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January 21, 2018

CATEGORY: The Nature of Time Essay Contest (2008) [back]
TOPIC: Time Traveling by Simuverses by Venerando Solis Barrado [refresh]
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Venerando Solis Barrado wrote on Nov. 17, 2008 @ 12:04 GMT
Essay Abstract

As a reader fond of the Science-Fiction histories and beginning writer in this subject matter, I’ve been often involved with the idea of time travel and how they might be focused. Usually, we try to imagine how to do these trips in the real time, be it with the help of a time machine or through a “singularity portal”. All those methods have a basic problem: they elude one or several physical laws, what leads to the appearance of paradoxes, which indicates its unfeasibility. Recently, I’ve written a tale named Simuversia where a different approach is applied: instead of trying to travel in the physical time, my characters discover how to do it “virtually” by developing a Generator of Simuverses: a computer program capable of duplicating any place of the Universe by calculating what happens there without matters how far it is, or if it is located in the past, the present or the future; even, though its location is beyond Hubble radius or the events are taking place outside of our light cone. Just, imagine!: No more time paradoxes, since everything is happening in a parallel universe; it is so comfortable and safe as a videogame; and, especially, it is usable at home, without troublesome stays in remote event horizons, waiting for the corresponding wormhole to open. In this essay, I am going to analyze what would suppose to develop this logical machine and what could be done with it. At the end, it will result on that, speaking about time travels, the virtual ones are more possible, more “real”, than the physical ones. In addition, to explain the nature of time, I apply the concept of that the matter-energy evolutions generate the space-time waves. Might this be a way towards Quantum Gravity?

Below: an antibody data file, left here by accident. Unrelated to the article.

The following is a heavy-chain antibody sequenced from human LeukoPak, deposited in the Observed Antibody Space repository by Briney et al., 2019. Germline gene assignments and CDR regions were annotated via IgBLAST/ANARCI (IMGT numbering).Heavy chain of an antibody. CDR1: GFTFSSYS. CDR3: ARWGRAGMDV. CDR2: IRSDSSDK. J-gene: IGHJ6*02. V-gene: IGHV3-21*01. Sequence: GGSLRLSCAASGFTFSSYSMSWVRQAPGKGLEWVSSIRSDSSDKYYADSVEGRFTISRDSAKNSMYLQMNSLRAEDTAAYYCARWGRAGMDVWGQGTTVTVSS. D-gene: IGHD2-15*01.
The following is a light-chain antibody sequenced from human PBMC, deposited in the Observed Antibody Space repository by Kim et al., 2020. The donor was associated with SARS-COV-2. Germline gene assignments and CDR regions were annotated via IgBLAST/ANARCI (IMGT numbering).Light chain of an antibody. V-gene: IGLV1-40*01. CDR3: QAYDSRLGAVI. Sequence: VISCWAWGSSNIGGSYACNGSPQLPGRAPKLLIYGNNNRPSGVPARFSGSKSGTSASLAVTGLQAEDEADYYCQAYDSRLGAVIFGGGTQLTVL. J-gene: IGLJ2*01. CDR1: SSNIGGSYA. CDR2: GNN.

Author Bio

Venerando Solís Barrado was born On May 23, 1960. He received a Technical Engineer degree in Computer Science from the E.U.I. of the Universidad Politécnica de Madrid, and also has a Technician degree in Electronics of Telecommunications(FPII). He has been working as programmer and analyst of mainframe and personal computers, translator of technical manuals and administrative officer of banking. Beginning writer and irregular physics student, his science fiction tale, Simuversia, resulted finalist in a fantastic literature prize in Spain. You can meet Venerando in fantastic literature forums, or in the address

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Venerando wrote on Nov. 20, 2008 @ 05:46 GMT
In the aim of trying to demonstrate or denying the hypothesis that I propose in the paragraph “1-The nature of time in the architecture of the universe”, the first question to solve would be if it would suppose a setback in the space-time of a system if we manage to undo a state change in it in such a way that it returns to have exactly its initial state so much materially like energetically.

Venerando wrote on Nov. 25, 2008 @ 00:05 GMT
I've found that the aproach awkwardly described in the paragraph “1-The nature of time in the architecture of the universe" is somehow similar to the Many Worlds Theory from Everett.

Venerando wrote on Nov. 25, 2008 @ 00:30 GMT
I've also found that in the Minkowski equation for space-time you subtitutes in the four term (-c^2.dt^2) with the formula E=mc^2 then you obtain as four term (-E/m.dt^2). And this may be expressing the amount of space-time expanded due to the matter-energy involved.

Venerando wrote on Nov. 28, 2008 @ 17:25 GMT
The last substitution of formulas is incorrect as such because c is a constant :(

Cristi Stoica wrote on Nov. 30, 2008 @ 21:10 GMT
Dear Venerando,

Nice ideas, good luck with the passion for Sicence-Fiction.

You may find the following books, in case you haven’t read them yet, interesting on the subject of VR time travel:

Frank J. Tipler, The Physics of Immortality

David Deutsch, The Fabric of Reality.

Best wishes,

Cristi Stoica

“Flowing with a Frozen River”,

Venerando wrote on Nov. 30, 2008 @ 23:42 GMT
Thanks for your comments, Cristi.

I didn't read those books yet, but hope to do it soon.

I`ve read your essay and I have to read it again. Then I hope to leave you a coment.


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